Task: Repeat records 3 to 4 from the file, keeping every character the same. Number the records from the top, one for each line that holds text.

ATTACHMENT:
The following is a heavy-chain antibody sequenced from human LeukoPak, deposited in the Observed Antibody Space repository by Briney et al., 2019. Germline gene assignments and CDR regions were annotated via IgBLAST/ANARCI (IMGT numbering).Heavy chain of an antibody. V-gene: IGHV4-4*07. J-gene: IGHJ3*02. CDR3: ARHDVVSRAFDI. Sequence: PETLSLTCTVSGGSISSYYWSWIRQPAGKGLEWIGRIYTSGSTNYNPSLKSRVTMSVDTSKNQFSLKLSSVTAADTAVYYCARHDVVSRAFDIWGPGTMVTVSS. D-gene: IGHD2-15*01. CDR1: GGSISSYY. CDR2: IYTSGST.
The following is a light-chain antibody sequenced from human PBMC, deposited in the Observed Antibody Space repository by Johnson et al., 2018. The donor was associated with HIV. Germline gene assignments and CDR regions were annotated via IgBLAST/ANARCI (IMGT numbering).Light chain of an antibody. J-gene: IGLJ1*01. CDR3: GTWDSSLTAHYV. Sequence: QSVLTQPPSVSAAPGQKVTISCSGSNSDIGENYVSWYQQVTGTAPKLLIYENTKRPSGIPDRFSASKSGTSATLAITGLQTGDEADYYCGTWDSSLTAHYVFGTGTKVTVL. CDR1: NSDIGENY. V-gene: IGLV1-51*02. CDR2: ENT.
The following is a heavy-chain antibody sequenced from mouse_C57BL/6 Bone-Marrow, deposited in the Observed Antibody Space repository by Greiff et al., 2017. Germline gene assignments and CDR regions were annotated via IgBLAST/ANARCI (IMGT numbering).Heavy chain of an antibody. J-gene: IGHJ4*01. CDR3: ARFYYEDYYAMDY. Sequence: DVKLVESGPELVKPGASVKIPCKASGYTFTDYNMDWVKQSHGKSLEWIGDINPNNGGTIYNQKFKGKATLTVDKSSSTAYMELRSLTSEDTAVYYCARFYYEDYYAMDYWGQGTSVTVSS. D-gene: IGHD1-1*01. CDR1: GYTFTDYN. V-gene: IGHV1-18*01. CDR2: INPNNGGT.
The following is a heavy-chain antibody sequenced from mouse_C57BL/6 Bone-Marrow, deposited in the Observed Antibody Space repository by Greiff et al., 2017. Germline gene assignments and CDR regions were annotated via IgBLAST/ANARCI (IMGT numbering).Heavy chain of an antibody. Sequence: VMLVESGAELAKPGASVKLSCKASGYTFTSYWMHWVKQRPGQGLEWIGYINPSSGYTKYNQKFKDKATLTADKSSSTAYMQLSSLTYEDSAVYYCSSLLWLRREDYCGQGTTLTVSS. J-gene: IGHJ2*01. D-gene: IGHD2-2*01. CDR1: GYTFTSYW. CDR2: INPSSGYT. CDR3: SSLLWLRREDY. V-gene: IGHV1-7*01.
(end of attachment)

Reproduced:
The following is a heavy-chain antibody sequenced from mouse_C57BL/6 Bone-Marrow, deposited in the Observed Antibody Space repository by Greiff et al., 2017. Germline gene assignments and CDR regions were annotated via IgBLAST/ANARCI (IMGT numbering).Heavy chain of an antibody. J-gene: IGHJ4*01. CDR3: ARFYYEDYYAMDY. Sequence: DVKLVESGPELVKPGASVKIPCKASGYTFTDYNMDWVKQSHGKSLEWIGDINPNNGGTIYNQKFKGKATLTVDKSSSTAYMELRSLTSEDTAVYYCARFYYEDYYAMDYWGQGTSVTVSS. D-gene: IGHD1-1*01. CDR1: GYTFTDYN. V-gene: IGHV1-18*01. CDR2: INPNNGGT.
The following is a heavy-chain antibody sequenced from mouse_C57BL/6 Bone-Marrow, deposited in the Observed Antibody Space repository by Greiff et al., 2017. Germline gene assignments and CDR regions were annotated via IgBLAST/ANARCI (IMGT numbering).Heavy chain of an antibody. Sequence: VMLVESGAELAKPGASVKLSCKASGYTFTSYWMHWVKQRPGQGLEWIGYINPSSGYTKYNQKFKDKATLTADKSSSTAYMQLSSLTYEDSAVYYCSSLLWLRREDYCGQGTTLTVSS. J-gene: IGHJ2*01. D-gene: IGHD2-2*01. CDR1: GYTFTSYW. CDR2: INPSSGYT. CDR3: SSLLWLRREDY. V-gene: IGHV1-7*01.